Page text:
Editor’s note: This column was originally published in August 2019; it has been updated to reflect current events.
When I was a child, I loved summer because it meant staying up late, sleeping in and getting that one extra sweet before bed.
As a parent, however, the end of summer means putting an end to all of that and getting our children back on schedule, finding the balance between reestablishing a routine and building excitement for the upcoming school year.
Routine will be especially important this year, as children return to school in the midst of the lingering COVID-19 pandemic.
Below are four easy techniques that have worked for my children.
Gradually put them to bed earlier.
It’s an unofficial rule of summer: Bedtimes are taken a little less seriously. But to return to school, bedtimes and adequate sleep are so important.
To prevent shocking your child’s system during the first week of school, start easing back into a routine two weeks before the first day. Have your children get ready for bed five to 10 minutes earlier each night until you reach the ideal bedtime.
For more tips on getting your children back into the sleep groove, check out my thoughts on mastering bedtime routines and meditating with your children.
Be an early bird.
As parents, we are the generals. The entire family suffers when we are late, irritable and stressed. And really, how can we expect our children to be on a routine if we aren’t on one ourselves?
Start by getting to bed earlier. Rising earlier, even by a little, will help us get showered, dressed and caffeinated — and set a good example for our children. I highly recommend accomplishing as many things on your morning to-do list as possible before the children get up. For example, if you have breakfast ready, their lunches packed and their backpacks in the car before they wake up, that’s three fewer potential roadblocks as you start your day.
Establish a routine.
Though they may resist, children respond best to routine. Predictability also helps ease some of the stress that a new school year inevitably brings. I’ve had luck setting up a routine chart for my daughter that shows everything she needs to accomplish. She can check off each item with a sticker when she’s done.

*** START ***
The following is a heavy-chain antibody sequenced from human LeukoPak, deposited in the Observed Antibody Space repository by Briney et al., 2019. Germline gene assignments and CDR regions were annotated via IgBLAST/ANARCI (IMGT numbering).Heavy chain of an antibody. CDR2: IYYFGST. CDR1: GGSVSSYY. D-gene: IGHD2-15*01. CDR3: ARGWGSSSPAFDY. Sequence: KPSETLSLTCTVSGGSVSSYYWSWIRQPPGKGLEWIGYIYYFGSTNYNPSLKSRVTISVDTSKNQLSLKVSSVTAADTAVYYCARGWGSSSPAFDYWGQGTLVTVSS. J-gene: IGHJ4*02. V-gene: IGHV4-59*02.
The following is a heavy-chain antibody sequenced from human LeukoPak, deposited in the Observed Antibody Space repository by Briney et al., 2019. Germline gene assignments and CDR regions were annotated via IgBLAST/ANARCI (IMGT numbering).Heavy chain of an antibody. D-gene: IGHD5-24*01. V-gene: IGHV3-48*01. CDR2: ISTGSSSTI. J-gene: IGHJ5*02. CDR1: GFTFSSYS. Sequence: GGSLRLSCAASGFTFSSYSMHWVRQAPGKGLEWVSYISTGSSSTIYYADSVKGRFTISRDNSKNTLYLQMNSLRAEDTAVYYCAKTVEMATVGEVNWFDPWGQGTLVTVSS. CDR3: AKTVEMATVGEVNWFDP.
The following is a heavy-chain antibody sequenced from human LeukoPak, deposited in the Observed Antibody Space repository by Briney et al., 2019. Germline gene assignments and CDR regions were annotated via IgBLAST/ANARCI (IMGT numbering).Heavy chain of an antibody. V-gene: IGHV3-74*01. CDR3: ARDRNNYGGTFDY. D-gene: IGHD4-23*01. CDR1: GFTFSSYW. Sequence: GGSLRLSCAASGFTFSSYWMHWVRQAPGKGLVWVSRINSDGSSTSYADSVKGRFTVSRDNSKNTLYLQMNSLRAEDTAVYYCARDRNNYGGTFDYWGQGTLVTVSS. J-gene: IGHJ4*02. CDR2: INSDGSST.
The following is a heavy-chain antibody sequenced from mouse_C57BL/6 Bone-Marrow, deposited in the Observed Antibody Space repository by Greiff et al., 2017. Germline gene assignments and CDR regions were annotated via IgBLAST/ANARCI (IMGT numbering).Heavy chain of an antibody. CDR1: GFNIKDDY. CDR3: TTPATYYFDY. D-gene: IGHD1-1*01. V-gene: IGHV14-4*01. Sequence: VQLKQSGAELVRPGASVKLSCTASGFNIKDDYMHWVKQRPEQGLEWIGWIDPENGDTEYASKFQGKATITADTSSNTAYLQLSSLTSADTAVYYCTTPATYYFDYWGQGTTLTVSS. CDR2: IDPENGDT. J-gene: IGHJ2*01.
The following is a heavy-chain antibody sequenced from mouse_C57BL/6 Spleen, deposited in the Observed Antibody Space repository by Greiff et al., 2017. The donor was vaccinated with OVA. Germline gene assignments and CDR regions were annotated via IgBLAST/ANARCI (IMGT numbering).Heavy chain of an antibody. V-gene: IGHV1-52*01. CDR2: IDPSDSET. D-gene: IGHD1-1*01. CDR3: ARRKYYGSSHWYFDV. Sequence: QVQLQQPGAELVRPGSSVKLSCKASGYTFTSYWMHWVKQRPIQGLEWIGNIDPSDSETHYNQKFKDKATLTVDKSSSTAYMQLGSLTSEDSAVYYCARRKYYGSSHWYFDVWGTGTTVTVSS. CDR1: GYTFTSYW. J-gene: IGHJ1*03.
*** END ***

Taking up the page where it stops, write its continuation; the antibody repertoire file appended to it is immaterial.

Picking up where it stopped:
Interestingly, I found after a few days that she no longer needs to be told the items or the order and just does them on her own.
Make the weekends special.
It may be tempting to pause the routine on the weekends, but I advise against it — any positive momentum you’ve made can be quickly undone.
At the same time, try making the most of leisure time as a family. Ever since my children were very little, Sundays have meant dancing to classic soul music while I make everyone pancakes, eggs and bacon.
In the afternoons, we try to do something fun and memorable. Depending on the weather, this could be an activity outdoors, such as swimming or going to the zoo or one of the bigger playgrounds my son is always eyeing.
On rainy or cold days (before the pandemic), we would go to a children’s museum or the movies. You can do movie day at home, with theater-style treats, or work together to build an epic blanket fort.
For more about getting ready to go back to school, check out:
- Helping Young Children Transition Back to School
- Back-to-School Parent Resources
- Celebrate Back to School With 5 Crafts and Activities
Tyler Hartsook and his wife, Alison, have two great children, Avery and Christian, who both attended Primrose schools.
Find a Primrose School Near You
Inspire a lifelong love of learning. Contact your local Primrose to schedule a tour.Find A School